When I imagined us planting the orchard at Pocket, I’d imagined a still, dry weekend, everyone gathered together, savouring planting the trees slowly and carefully, retreating to the Home Glade to graze on a spread of home-baked goodies beside the fire whenever they needed a break. So much of the work we’ve done at Pocket has been preparation for this moment. I wanted to mark it with an air of celebration. We are learning that not much in landwork goes to plan.
It’s been a wet February. There’s even standing water on the ridge line of the land, which is testament to how sodden the landscape is. Storms have swept in and swept out, barely a breath between them, accompanied by unseasonal warmth. The birds sing riotously in the woods. A hedgelaying friend tells us he’s done his last job for the season, it’s time to leave the hedges to the wildlife. In the past, he’d have carried on working through March. And still it rains.
But there are some jobs we couldn’t delay for the weather, like planting the orchard. So, in a brief let-up between downpours yesterday, we slogged to get twenty-seven fruit trees in the ground, mulched, staked, small mammal guards on, before another weather warning hit over night. Wet, hungry, cold, tired, grumpy and extremely muddy, we flung ourselves into the pick-up in the gathering gloom and gratefully drove home to a warm house, hot food, and an episode of Gladiators by the stove, just in the nick of time, rain pebble-dashing the windscreen.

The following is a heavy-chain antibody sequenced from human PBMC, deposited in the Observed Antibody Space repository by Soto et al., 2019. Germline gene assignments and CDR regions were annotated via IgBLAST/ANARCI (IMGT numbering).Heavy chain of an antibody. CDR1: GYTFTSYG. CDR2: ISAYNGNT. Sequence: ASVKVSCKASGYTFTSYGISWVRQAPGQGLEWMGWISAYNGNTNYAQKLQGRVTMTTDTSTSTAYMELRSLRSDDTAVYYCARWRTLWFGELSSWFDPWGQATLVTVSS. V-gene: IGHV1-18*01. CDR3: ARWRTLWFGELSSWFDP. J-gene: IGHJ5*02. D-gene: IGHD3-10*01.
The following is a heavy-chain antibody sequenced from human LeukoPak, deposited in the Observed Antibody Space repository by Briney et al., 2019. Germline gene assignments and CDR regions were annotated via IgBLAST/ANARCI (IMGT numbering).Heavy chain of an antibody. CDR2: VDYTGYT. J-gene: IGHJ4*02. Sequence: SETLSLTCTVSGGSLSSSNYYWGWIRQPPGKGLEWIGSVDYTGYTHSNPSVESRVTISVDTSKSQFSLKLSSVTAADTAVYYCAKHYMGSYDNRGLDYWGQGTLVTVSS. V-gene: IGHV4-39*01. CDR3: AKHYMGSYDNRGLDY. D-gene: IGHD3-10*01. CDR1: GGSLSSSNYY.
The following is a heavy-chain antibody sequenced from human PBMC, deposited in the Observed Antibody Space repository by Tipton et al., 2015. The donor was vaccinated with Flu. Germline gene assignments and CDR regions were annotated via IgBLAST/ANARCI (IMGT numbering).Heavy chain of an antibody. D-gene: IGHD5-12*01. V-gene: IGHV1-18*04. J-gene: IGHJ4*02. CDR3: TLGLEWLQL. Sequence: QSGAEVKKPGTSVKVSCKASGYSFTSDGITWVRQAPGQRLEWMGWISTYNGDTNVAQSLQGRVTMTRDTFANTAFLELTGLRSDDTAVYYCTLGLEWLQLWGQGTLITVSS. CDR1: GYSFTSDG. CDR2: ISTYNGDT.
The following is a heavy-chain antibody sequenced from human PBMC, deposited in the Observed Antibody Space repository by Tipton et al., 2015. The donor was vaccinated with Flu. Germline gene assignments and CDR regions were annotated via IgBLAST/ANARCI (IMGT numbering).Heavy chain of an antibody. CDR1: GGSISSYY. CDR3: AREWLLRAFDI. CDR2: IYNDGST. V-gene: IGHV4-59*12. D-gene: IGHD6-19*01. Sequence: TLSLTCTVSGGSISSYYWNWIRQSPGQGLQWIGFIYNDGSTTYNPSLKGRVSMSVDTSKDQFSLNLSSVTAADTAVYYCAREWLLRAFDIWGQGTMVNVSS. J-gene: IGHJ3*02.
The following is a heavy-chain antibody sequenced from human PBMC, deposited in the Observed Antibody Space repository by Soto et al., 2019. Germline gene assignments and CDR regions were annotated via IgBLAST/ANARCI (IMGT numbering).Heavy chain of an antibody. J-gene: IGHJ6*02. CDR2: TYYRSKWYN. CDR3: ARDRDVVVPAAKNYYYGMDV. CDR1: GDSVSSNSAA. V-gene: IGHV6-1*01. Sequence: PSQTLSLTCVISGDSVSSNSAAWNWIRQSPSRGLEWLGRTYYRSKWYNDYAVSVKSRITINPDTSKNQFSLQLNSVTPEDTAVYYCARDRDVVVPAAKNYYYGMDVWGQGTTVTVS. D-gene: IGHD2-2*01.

As my wet jacket steamed in the pick-up, I reflected on the strange feeling that crept over me as we’d moved down the steep orchard field, a feeling of being watched.
Or perhaps, appraised, might be a better word.
A sense of these trees as a community, as living beings with their own personalities and their own feelings about being planted at Pocket. And an air of celebration. As if they’d accepted an invitation, and though Big Dreamer and I grumbled in the mud, they were here for the inaugural orchard day party! As the last tree was firmed in and we gazed back up the hill, there was a definite sense of the slope having been peopled. It had become a place.
I’d read the Bible verse that morning about anything not done in love being a waste of time. Cold and wet, I’d snapped at the children as we’d planted, not been available for them, lukewarm tinned soup for lunch: not at all the orchard planting day I’d imagined they’d reminisce to their own grandchildren about. And not much love, I thought. Another mum-failure day.
But as we rolled out of the pick-up into the house, more tired than I could begin to describe, the question popped into my mind, love for who? The truth is my children have plenty of me most of the time. They have never known want or true fear. They know they are loved.
Yesterday, I loved a new orchard into being. And though it wasn’t accompanied by paper hearts and doves, each tree diligently lowered into the ground, each spadeful of warm mulch, each stake to support the growing tree, were all acts of love.
Tomorrow, gale force winds are forecast. Big Dreamer and I will hope for the best, and head out to put up the last layer of protection on the orchard trees: deer-proof guards. And though my prayers and blessings for these trees may be uttered through gritted teeth as the wind whips away my words, I will heap them on these welcome guests who have come to make Pocket, not just a place, but a home.